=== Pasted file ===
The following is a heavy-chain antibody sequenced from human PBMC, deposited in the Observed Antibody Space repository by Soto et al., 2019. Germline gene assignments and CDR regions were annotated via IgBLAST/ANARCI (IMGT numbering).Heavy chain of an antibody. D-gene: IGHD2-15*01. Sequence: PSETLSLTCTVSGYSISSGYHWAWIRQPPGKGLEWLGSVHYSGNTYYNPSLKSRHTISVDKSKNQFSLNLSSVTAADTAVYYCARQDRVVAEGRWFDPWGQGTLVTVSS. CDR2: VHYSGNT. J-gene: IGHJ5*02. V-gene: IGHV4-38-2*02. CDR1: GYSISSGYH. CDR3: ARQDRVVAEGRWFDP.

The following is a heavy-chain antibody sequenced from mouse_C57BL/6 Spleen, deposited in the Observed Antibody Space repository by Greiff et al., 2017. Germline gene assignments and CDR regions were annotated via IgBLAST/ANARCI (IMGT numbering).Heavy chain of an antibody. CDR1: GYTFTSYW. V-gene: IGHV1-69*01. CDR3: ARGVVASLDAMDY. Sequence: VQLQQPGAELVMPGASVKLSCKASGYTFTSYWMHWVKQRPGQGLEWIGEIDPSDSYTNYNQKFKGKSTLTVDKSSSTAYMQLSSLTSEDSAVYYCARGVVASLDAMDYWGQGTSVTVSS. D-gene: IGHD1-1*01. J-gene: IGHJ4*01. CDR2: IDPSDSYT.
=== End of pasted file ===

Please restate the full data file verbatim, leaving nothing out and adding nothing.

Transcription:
The following is a heavy-chain antibody sequenced from human PBMC, deposited in the Observed Antibody Space repository by Soto et al., 2019. Germline gene assignments and CDR regions were annotated via IgBLAST/ANARCI (IMGT numbering).Heavy chain of an antibody. D-gene: IGHD2-15*01. Sequence: PSETLSLTCTVSGYSISSGYHWAWIRQPPGKGLEWLGSVHYSGNTYYNPSLKSRHTISVDKSKNQFSLNLSSVTAADTAVYYCARQDRVVAEGRWFDPWGQGTLVTVSS. CDR2: VHYSGNT. J-gene: IGHJ5*02. V-gene: IGHV4-38-2*02. CDR1: GYSISSGYH. CDR3: ARQDRVVAEGRWFDP.

The following is a heavy-chain antibody sequenced from mouse_C57BL/6 Spleen, deposited in the Observed Antibody Space repository by Greiff et al., 2017. Germline gene assignments and CDR regions were annotated via IgBLAST/ANARCI (IMGT numbering).Heavy chain of an antibody. CDR1: GYTFTSYW. V-gene: IGHV1-69*01. CDR3: ARGVVASLDAMDY. Sequence: VQLQQPGAELVMPGASVKLSCKASGYTFTSYWMHWVKQRPGQGLEWIGEIDPSDSYTNYNQKFKGKSTLTVDKSSSTAYMQLSSLTSEDSAVYYCARGVVASLDAMDYWGQGTSVTVSS. D-gene: IGHD1-1*01. J-gene: IGHJ4*01. CDR2: IDPSDSYT.